A bill making its way through the legislature would allow schools to keep “EpiPens” on hand to use if students have an allergic reaction to something. Representative Norlin Mommsen of DeWitt is the bill’s floor manager in the House.
“I have received multiple conversations and emails concerning the importance of this bill,” Mommsen said today. “It can be best summed up by a comment made by a fellow representative: ‘We have the opportunity to pass this bill before there’s a tragedy and we have to attach a name to it.'”
Iowa schools currently have the authority to stock inhalers which can be used if a student has an asthma attack. This bill would allow Iowa schools to have the “pens” that dispense a single dose of epinephrine if a student has an allergic reaction to something like a bee sting or food. The school could get a prescription for EpiPens and only trained personnel would be able to administer a dose, if the bill becomes law.
Iowa is one of just four states that do not have this kind of a law and Representative Kirsten Running-Marquardt of Cedar Rapids is among the group of Iowa legislators and school nurses that has been working on this proposal for eight years.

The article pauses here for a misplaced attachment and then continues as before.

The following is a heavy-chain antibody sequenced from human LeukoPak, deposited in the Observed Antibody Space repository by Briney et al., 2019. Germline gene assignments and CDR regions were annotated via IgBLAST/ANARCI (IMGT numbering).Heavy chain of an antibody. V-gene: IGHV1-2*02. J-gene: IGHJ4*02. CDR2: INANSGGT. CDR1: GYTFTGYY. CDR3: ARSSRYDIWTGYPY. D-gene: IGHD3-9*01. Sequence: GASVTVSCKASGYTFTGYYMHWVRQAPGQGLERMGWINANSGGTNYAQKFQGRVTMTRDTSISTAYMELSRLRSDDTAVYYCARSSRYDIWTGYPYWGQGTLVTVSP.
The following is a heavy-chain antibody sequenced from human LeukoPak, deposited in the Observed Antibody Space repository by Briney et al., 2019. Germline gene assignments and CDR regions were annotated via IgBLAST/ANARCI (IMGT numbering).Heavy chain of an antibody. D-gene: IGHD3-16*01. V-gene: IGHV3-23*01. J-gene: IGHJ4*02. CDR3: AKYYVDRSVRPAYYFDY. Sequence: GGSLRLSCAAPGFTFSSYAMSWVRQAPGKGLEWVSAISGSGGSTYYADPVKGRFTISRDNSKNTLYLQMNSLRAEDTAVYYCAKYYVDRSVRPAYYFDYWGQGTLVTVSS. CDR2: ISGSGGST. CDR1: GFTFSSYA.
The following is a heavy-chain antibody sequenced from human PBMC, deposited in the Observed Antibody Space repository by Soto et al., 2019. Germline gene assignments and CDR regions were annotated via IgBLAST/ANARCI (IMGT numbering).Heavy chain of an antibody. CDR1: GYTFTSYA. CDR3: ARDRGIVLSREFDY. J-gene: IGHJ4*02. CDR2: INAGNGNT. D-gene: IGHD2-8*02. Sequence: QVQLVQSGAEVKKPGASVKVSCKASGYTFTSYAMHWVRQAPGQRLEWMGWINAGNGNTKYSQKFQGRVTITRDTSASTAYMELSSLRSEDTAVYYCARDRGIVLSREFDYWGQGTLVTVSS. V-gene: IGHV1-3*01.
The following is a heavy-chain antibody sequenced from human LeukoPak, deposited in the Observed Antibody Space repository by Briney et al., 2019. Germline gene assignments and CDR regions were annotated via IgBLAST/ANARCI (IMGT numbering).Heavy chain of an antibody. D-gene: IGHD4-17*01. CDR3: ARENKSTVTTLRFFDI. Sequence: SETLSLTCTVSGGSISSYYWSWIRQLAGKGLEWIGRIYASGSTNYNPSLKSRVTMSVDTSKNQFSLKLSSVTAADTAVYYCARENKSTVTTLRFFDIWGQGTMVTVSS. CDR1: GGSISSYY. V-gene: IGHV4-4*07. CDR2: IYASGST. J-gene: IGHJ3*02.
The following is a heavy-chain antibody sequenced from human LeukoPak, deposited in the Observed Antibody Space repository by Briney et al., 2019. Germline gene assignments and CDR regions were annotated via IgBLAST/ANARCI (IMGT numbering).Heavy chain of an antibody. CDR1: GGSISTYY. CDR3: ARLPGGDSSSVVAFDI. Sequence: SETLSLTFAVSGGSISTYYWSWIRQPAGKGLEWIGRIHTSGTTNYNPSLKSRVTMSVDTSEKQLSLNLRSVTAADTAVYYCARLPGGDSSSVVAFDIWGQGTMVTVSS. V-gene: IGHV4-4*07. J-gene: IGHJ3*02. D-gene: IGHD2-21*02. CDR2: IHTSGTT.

“I can’t explain the increase in severe allergies in our children,” Running-Marquardt said today, “the birthday parties where you now have to know which children have a nut, egg or milk allergies and the EpiPen carrying cases that children have now with their name on them, so you can tell whose belong to who.”
She cited a report indicating 25 percent of the episodes that are the first indication a child has a food allergy occur at school. Representative Mary Mascher, a retired school teacher from Iowa City, said EpiPens are expensive, but some drug companies provide them free of charge to schools.
“This really is a bill that could save children’s lives,” Mascher said today.
The bill cleared the Senate unanimously on March 17. It was changed slightly by the House today, to allow “agents” of a school — like a classroom volunteer or a parent watching a football game on school grounds — as well as school employees to administer an “EpiPen” dosage if they are trained to do so. That change must be approved by the Senate before the bill can go to the governor’s desk for his review.